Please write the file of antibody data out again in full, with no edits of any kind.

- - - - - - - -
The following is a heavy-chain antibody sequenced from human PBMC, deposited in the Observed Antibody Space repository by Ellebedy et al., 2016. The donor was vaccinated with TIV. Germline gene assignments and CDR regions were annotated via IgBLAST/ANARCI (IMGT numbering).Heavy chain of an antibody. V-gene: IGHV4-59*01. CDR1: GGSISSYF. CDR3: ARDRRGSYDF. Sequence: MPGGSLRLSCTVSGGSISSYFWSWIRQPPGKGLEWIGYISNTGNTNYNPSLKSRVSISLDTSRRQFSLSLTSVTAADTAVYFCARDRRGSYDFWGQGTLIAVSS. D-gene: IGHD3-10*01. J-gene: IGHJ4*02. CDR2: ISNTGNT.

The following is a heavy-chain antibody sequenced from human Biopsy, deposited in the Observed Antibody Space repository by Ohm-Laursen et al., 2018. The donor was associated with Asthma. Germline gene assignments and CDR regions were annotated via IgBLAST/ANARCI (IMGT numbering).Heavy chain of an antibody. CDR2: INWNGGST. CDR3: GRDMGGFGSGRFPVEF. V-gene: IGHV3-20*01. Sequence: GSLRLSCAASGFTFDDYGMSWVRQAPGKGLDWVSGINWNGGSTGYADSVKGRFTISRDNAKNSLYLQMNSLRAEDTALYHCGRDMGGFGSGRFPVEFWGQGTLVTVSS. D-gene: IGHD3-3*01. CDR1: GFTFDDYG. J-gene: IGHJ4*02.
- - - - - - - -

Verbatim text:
The following is a heavy-chain antibody sequenced from human PBMC, deposited in the Observed Antibody Space repository by Ellebedy et al., 2016. The donor was vaccinated with TIV. Germline gene assignments and CDR regions were annotated via IgBLAST/ANARCI (IMGT numbering).Heavy chain of an antibody. V-gene: IGHV4-59*01. CDR1: GGSISSYF. CDR3: ARDRRGSYDF. Sequence: MPGGSLRLSCTVSGGSISSYFWSWIRQPPGKGLEWIGYISNTGNTNYNPSLKSRVSISLDTSRRQFSLSLTSVTAADTAVYFCARDRRGSYDFWGQGTLIAVSS. D-gene: IGHD3-10*01. J-gene: IGHJ4*02. CDR2: ISNTGNT.

The following is a heavy-chain antibody sequenced from human Biopsy, deposited in the Observed Antibody Space repository by Ohm-Laursen et al., 2018. The donor was associated with Asthma. Germline gene assignments and CDR regions were annotated via IgBLAST/ANARCI (IMGT numbering).Heavy chain of an antibody. CDR2: INWNGGST. CDR3: GRDMGGFGSGRFPVEF. V-gene: IGHV3-20*01. Sequence: GSLRLSCAASGFTFDDYGMSWVRQAPGKGLDWVSGINWNGGSTGYADSVKGRFTISRDNAKNSLYLQMNSLRAEDTALYHCGRDMGGFGSGRFPVEFWGQGTLVTVSS. D-gene: IGHD3-3*01. CDR1: GFTFDDYG. J-gene: IGHJ4*02.